The art of science and engagement in internal communication

We know that internal communicators are struggling to influence at the top, finding digital adoption hard across organisations and working with limited budgets. Some of the conversation we need to have are increasingly challenging and opinion or experience might not be enough to win your case. Last week, at the CIPR Northern Conference in Newcastle, I hosted a workshop talking about neuroscience and how the world of work might have evolved, but our brains have not.

The basics
Our brains have one core purpose – to survive. To survive they need two key things; to seek out rewards and to avoid threats. The rewards will be things like food and shelter and the threats will be the sabre-tooth tiger coming to kill you. The threat response in our brains is much stronger than rewards so we will always lean to that response – you can survive without food/shelter/water for a while, but you can’t survive the tiger killing you!

Our brains are constantly trying to predict to keep us out of harms way and when it comes to making decisions, 86% of them are based on feelings. This is important to understand because clarification and ambiguity play a big role in how we feel and are often some of our biggest challenges as communicators.

Dealing with ambiguity and the pace of change
We continually try to predict so when we don’t understand something, or we are left in the dark, our threat response is heightened. Our brains cannot deal with the speed and quantity of change we see today. The level of ambiguity that comes with this means we worry and we think about the adverse possibilities – our threat response.

Our reward state is not only triggered by those basic elements, it can also be triggered by information. Research shows that we are more comfortable with information that provides certainty regardless of whether that is good or bad. Think about waiting for test results – the unknown is much worse than when you have the answer.

The generational divide
I’m a big Simon Sinek fan and during the session I referenced both his golden circle TED talk and his interview about millennials. On researching this topic again, I came across articles challenging his thinking on millennials and while I struggle with generational theory (my diploma paper was on Gen Z and their communication styles) his insights can all play back to the basics of neuroscience.

He suggests that parenting, technology, impatience and environment all play a role in why millennials struggle in the workplace:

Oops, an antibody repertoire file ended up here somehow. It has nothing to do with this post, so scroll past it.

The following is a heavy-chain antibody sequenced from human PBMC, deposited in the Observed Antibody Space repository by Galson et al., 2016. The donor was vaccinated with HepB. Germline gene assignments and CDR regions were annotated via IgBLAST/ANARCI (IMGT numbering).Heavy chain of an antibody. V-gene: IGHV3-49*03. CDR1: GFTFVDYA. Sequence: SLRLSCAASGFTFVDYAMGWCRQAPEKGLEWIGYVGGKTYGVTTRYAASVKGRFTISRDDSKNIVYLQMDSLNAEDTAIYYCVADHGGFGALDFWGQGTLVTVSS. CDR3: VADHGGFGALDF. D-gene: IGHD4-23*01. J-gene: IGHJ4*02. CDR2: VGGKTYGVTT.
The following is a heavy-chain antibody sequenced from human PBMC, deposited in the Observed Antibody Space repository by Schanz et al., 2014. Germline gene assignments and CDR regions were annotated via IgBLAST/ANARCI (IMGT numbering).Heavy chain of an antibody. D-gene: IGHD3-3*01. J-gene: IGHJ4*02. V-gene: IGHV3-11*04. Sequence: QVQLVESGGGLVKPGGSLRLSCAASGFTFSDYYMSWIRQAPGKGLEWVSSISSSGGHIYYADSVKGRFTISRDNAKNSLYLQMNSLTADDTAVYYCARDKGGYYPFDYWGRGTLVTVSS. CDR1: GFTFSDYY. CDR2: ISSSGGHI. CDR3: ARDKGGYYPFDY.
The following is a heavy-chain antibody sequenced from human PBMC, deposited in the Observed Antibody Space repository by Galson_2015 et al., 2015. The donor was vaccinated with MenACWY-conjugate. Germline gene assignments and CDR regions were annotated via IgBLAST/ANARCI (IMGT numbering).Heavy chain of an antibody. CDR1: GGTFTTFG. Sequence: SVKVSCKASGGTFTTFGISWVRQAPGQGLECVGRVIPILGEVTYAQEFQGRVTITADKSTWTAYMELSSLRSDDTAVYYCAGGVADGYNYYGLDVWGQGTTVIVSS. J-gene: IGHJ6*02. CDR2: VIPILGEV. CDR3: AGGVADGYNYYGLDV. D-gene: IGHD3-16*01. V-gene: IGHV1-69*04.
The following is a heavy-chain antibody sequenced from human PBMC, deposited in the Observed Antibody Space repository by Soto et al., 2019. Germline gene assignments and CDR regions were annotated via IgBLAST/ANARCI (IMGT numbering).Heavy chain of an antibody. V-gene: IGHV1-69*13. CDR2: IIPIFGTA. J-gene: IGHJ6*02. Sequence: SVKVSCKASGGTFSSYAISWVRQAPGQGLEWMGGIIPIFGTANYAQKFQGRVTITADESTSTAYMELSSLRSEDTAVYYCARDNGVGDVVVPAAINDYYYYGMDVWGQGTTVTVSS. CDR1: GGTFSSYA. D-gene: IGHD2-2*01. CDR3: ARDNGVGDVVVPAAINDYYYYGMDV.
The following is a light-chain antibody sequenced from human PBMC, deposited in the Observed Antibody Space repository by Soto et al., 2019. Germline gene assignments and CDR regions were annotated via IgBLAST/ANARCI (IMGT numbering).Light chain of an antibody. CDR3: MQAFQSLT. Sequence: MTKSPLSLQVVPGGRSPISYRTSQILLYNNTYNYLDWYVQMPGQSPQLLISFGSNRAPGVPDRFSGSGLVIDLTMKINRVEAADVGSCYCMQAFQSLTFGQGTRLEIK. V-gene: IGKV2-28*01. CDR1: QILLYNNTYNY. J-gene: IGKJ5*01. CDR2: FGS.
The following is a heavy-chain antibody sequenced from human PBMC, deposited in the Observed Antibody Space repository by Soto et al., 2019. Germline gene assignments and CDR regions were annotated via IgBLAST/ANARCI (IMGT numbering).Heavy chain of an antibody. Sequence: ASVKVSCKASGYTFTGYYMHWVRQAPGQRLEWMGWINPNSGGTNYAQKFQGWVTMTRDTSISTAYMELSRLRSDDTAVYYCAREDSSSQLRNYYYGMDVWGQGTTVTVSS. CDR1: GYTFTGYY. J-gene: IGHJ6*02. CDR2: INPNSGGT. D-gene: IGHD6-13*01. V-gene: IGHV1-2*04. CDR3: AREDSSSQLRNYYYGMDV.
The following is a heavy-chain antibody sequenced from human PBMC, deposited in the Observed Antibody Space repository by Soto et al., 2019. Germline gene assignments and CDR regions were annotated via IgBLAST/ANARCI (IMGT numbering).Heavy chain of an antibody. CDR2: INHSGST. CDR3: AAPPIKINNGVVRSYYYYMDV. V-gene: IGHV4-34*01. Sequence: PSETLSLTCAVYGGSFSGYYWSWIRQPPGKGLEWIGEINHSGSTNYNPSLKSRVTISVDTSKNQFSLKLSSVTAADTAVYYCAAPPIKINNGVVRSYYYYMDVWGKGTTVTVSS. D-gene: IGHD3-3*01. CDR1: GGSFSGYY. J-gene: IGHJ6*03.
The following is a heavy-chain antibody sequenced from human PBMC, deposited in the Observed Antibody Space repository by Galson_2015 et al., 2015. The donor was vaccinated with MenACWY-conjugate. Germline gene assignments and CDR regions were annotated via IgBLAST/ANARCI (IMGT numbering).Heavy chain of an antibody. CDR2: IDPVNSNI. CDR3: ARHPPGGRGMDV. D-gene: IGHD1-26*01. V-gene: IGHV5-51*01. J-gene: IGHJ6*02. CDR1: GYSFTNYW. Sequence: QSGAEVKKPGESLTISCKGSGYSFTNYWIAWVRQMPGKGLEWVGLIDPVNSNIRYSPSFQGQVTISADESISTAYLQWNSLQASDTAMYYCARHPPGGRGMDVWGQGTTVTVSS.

• The failed parenting strategies that have devalued reward (last place medal, taking part medal)
  • The use of social media and the release of dopamine that happens when someone ‘likes’ a post alongside the danger of technology replacing meaningful social connections
  • Impatience and the immediacy of today – remember Blockbuster when you use to have to wait for something to come out and then post it back through the door – not anymore. You can get it all immediately from your sofa.
  • The work environment is so numbers focussed that we don’t consider people. We don’t consider relationships and culture over or even in line with the commercial elements of success and this is damaging trust.

When you revisit the key points from this interview they link back to neuroscience and how our brains work. The need for social connections, making time for each other, rewards – they all come through when you consider why millennials are struggling in the workplace today.

Data and ambiguity
We know that the brain doesn’t like ambiguity and since the research in 2017 with CIPR Inside I have talked a lot about alignment between the internal communication function and leadership. So how ambiguous are we as internal communicators? Does everyone have a definition of what internal communication is inside their organisation? Does everyone have a plan or a strategy? Research from Gatehouse tells us that only 50% have a plan and only 33% have a strategy. So, without these basics in place, are we allowing ambiguity to rule and therefore debilitating conversations with leaders?